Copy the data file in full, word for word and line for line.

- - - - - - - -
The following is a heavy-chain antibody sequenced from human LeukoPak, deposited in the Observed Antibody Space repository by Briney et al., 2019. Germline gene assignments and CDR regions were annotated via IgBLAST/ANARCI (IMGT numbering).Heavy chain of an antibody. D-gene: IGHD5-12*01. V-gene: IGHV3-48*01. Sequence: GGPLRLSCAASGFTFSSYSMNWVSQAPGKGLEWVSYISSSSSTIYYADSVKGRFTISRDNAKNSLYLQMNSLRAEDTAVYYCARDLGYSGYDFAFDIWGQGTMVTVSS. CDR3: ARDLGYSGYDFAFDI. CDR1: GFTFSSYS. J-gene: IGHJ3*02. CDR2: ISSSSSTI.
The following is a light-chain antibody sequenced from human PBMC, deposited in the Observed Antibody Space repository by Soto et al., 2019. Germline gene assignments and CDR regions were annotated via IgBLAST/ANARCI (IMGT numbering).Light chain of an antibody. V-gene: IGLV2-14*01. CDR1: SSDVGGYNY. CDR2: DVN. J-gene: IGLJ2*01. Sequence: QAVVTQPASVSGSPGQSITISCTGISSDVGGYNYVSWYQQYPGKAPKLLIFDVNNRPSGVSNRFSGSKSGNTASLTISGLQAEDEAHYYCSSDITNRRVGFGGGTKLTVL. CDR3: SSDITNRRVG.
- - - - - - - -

The following is a heavy-chain antibody sequenced from human LeukoPak, deposited in the Observed Antibody Space repository by Briney et al., 2019. Germline gene assignments and CDR regions were annotated via IgBLAST/ANARCI (IMGT numbering).Heavy chain of an antibody. D-gene: IGHD5-12*01. V-gene: IGHV3-48*01. Sequence: GGPLRLSCAASGFTFSSYSMNWVSQAPGKGLEWVSYISSSSSTIYYADSVKGRFTISRDNAKNSLYLQMNSLRAEDTAVYYCARDLGYSGYDFAFDIWGQGTMVTVSS. CDR3: ARDLGYSGYDFAFDI. CDR1: GFTFSSYS. J-gene: IGHJ3*02. CDR2: ISSSSSTI.
The following is a light-chain antibody sequenced from human PBMC, deposited in the Observed Antibody Space repository by Soto et al., 2019. Germline gene assignments and CDR regions were annotated via IgBLAST/ANARCI (IMGT numbering).Light chain of an antibody. V-gene: IGLV2-14*01. CDR1: SSDVGGYNY. CDR2: DVN. J-gene: IGLJ2*01. Sequence: QAVVTQPASVSGSPGQSITISCTGISSDVGGYNYVSWYQQYPGKAPKLLIFDVNNRPSGVSNRFSGSKSGNTASLTISGLQAEDEAHYYCSSDITNRRVGFGGGTKLTVL. CDR3: SSDITNRRVG.